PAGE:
My uncle became my guardian. He is, you know, a member of parliament of some reputation; very sensible and very dull; very much respected by men, very much disliked by women; and inspiring all children, of either sex, with the same unmitigated aversion which he feels for them himself.

I did not remain long under his immediate care. I was soon sent to school—that preparatory world, where the great primal principles of human nature, in the aggression of the strong and the meanness of the weak, constitute the earliest lesson of importance that we are taught; and where the forced primitiae of that less universal knowledge which is useless to the many who in after life, neglect, and bitter to the few who improve it, are the first motives for which our minds are to be broken to terror, and our hearts initiated into tears.

Bold and resolute by temper, I soon carved myself a sort of career among my associates. A hatred to all oppression, and a haughty and unyielding character, made me at once the fear and aversion of the greater powers and principalities of the school; while my agility at all boyish games, and my ready assistance or protection to every one who required it, made me proportionally popular with, and courted by, the humbler multitude of the subordinate classes. I was constantly surrounded by the most lawless and mischievous followers whom the school could afford; all eager for my commands, and all pledged to their execution.

In good truth, I was a worthy Rowland of such a gang; though I excelled in, I cared little for the ordinary amusements of the school: I was fonder of engaging in marauding expeditions contrary to our legislative restrictions, and I valued myself equally upon my boldness in planning our exploits, and my dexterity in eluding their discovery. But exactly in proportion as our school terms connected me with those of my own years, did our vacations unfit me for any intimate companionship but that which I already began to discover in myself.

Twice in the year, when I went home, it was to that wild and romantic part of the country where my former childhood had been spent. There, alone and unchecked, I was thrown utterly upon my own resources. I wandered by day over the rude scenes which surrounded us; and at evening I pored, with an unwearied delight, over the ancient legends which made those scenes sacred to my imagination. I grew by degrees of a more thoughtful and visionary nature. My temper imbibed the romance of my studies; and whether, in winter, basking by the large hearth of our old hall, or stretched, in the indolent voluptuousness of summer, by the rushing streams which formed the chief characteristic of the country around us, my hours were equally wasted in those dim and luxurious dreams, which constituted, perhaps, the essence of that poetry I had not the genius to embody. It was then, by that alternate restlessness of action and idleness of reflection, into which my young years were divided, that the impress of my character was stamped: that fitfulness of temper, that affection for extremes, has accompanied me through life. Hence, not only all intermediums of emotion appear to me as tame, but even the most overwrought excitation can bring neither novelty nor zest. I have, as it were, feasted upon the passions; I have made that my daily food, which, in its strength and excess, would have been poison to others; I have rendered my mind unable to enjoy the ordinary aliments of nature; and I have wasted, by a premature indulgence, my resources and my powers, till I have left my heart, without a remedy or a hope, to whatever disorders its own intemperance has engendered.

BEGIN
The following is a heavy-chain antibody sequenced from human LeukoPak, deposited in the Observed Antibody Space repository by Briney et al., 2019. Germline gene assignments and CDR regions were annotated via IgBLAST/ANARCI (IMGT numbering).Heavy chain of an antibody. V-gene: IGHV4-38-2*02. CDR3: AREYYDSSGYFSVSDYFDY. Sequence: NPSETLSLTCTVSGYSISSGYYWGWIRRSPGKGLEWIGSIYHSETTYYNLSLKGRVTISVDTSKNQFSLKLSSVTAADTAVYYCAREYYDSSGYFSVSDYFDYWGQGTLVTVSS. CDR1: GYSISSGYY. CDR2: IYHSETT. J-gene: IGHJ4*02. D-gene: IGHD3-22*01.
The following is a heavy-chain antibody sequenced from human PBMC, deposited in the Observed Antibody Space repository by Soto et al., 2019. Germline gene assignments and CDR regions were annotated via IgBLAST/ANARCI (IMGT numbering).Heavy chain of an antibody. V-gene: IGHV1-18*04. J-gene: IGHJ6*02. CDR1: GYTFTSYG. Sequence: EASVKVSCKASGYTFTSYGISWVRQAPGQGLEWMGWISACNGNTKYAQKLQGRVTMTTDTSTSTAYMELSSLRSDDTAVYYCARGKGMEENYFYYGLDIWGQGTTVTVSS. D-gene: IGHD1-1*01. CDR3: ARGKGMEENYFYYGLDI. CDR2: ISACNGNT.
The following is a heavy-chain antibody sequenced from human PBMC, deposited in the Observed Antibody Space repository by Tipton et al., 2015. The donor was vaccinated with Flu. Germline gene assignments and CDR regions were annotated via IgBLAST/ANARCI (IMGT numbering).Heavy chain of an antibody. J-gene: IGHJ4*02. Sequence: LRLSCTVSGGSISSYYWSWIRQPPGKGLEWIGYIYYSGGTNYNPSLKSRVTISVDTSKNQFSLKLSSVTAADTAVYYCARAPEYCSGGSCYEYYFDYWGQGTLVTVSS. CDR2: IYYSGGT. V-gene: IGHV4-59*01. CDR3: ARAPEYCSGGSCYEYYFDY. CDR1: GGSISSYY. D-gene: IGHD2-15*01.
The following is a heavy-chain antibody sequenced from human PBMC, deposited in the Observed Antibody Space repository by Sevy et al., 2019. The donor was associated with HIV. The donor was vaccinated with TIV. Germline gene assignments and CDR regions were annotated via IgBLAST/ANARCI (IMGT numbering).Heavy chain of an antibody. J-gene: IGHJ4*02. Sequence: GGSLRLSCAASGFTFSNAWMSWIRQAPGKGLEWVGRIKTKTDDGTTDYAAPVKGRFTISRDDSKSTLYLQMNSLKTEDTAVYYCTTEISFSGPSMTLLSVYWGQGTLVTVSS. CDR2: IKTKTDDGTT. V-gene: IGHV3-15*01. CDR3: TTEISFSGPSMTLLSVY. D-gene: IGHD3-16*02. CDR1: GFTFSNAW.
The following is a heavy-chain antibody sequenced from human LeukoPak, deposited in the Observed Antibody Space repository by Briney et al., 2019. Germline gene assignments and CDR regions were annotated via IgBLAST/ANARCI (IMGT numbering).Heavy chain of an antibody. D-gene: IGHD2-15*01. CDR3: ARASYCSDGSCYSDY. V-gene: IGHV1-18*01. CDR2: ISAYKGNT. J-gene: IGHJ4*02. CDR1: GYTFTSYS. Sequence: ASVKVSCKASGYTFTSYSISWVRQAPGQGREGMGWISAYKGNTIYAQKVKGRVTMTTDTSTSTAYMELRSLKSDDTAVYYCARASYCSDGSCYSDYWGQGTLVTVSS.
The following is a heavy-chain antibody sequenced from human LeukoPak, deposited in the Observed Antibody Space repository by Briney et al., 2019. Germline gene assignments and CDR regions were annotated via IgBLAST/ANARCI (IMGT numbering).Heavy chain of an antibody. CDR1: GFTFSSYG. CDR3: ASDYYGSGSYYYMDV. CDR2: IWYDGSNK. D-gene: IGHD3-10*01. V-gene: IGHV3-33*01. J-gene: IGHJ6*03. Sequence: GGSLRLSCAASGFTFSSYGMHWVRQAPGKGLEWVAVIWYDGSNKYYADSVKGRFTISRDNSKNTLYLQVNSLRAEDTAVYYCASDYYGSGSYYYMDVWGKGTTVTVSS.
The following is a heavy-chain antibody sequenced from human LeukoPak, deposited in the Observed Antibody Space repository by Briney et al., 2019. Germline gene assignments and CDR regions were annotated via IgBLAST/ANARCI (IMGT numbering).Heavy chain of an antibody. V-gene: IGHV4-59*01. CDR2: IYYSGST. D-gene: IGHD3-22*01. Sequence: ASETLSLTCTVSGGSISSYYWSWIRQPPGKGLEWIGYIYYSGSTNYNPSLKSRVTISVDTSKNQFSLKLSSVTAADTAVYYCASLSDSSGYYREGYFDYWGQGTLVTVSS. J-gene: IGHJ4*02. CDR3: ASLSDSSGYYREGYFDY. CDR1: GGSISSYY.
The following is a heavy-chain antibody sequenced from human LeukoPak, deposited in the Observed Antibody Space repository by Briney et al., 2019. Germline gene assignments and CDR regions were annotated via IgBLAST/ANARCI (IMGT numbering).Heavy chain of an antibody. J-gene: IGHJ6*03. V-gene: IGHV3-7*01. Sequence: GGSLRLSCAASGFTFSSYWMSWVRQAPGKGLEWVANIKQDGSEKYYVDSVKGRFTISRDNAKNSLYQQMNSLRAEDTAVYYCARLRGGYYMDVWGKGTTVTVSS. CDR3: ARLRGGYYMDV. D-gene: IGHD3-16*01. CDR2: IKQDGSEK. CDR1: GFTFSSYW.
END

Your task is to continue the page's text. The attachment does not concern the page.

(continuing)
FROM THE SAME TO THE SAME.

When I left Dr. ——-'s, I was sent to a private tutor in D——-e. Here I continued for about two years. It was during that time that—but what then befell me is for no living ear! The characters of that history are engraven on my heart in letters of fire; but it is a language that none but myself have the authority to read. It is enough for the purpose of my confessions that the events of that period were connected with the first awakening of the most powerful of human passions, and that, whatever their commencement, their end was despair! and she—the object of that love—the only being in the world who ever possessed the secret and the spell of my nature—her life was the bitterness and the fever of a troubled heart,—her rest is the grave

               Non la conobbe il mondo mentre l'ebbe
               Con ibill'io, ch'a pianger qui rimasi.

That attachment was not so much a single event, as the first link in a long chain which was coiled around my heart. It were a tedious and bitter history, even were it permitted, to tell you of all the sins and misfortunes to which in afterlife that passion was connected. I will only speak of the more hidden but general effect it had upon my mind; though, indeed, naturally inclined to a morbid and melancholy philosophy, it is more than probable, but for that occurrence, that it would never have found matter for excitement. Thrown early among mankind, I should early have imbibed their feelings, and grown like them by the influence of custom. I should not have carried within the one unceasing remembrance, which was to teach me, like Faustus, to find nothing in knowledge but its inutility, or in hope but its deceit; and to bear like him, through the blessings of youth and the allurements of pleasure, the curse and the presence of a fiend.